A large consumer DNA test database, Family Tree DNA, has quietly started allowing the FBI to upload genetic profiles created from crime scenes and corpses, according to BuzzFeed.
Solving crimes: The FBI was able to compare forensic samples with the DNA of any of about 2 million customers of the service, normally used by genealogists to locate and contact relatives.
A spokesperson for the company said law enforcement agencies have so far uploaded 22 samples: 10 were from the FBI. At least one case has been solved, including a 20-year-old rape case involving a child.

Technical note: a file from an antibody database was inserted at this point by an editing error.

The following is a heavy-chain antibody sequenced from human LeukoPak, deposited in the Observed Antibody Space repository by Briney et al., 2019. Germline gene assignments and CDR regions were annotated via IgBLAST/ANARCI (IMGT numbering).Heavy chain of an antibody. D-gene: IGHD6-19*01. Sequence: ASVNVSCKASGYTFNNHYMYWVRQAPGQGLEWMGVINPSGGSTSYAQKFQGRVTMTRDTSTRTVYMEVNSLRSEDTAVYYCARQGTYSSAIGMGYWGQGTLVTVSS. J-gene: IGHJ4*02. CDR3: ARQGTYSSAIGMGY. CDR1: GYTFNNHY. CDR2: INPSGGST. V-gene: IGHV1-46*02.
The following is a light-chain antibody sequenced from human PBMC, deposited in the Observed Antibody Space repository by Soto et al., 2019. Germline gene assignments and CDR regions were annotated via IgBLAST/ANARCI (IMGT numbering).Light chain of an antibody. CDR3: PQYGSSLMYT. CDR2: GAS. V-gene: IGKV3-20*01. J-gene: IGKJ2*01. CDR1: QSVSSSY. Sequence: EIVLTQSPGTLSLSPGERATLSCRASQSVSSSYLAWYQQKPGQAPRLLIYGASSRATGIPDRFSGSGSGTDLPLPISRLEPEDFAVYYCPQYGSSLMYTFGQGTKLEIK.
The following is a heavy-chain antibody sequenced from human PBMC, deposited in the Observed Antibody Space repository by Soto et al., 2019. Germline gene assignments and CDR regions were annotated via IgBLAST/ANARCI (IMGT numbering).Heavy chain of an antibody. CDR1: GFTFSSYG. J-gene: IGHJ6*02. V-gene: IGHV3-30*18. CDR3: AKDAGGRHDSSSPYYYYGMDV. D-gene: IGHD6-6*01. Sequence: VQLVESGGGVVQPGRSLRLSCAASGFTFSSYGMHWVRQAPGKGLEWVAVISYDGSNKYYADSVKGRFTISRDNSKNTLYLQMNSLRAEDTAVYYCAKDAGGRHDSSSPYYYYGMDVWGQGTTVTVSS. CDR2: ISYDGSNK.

What are the odds? Between Family Tree DNA and another database being accessed by police, GEDMatch, it means your average criminal on the loose probably has at least a second cousin whose DNA can be located. The FBI created a special genealogy team to turn those leads into arrests.
Privacy is kaput: Specialized law enforcement databases containing DNA profiles of known felons could soon be irrelevant. “We are nearing a de facto national DNA database,” Natalie Ram, an assistant law professor at the University of Baltimore, told BuzzFeed.
Family Tree DNA founder Bennett Greenspan said in a statement that police only have access to the same type of information users already share, such as names, initials, e-mails, and photos.
Read our profile of CeCe Moore, a genetic genealogist who has helped solve more than 27 cases last year using a different database.
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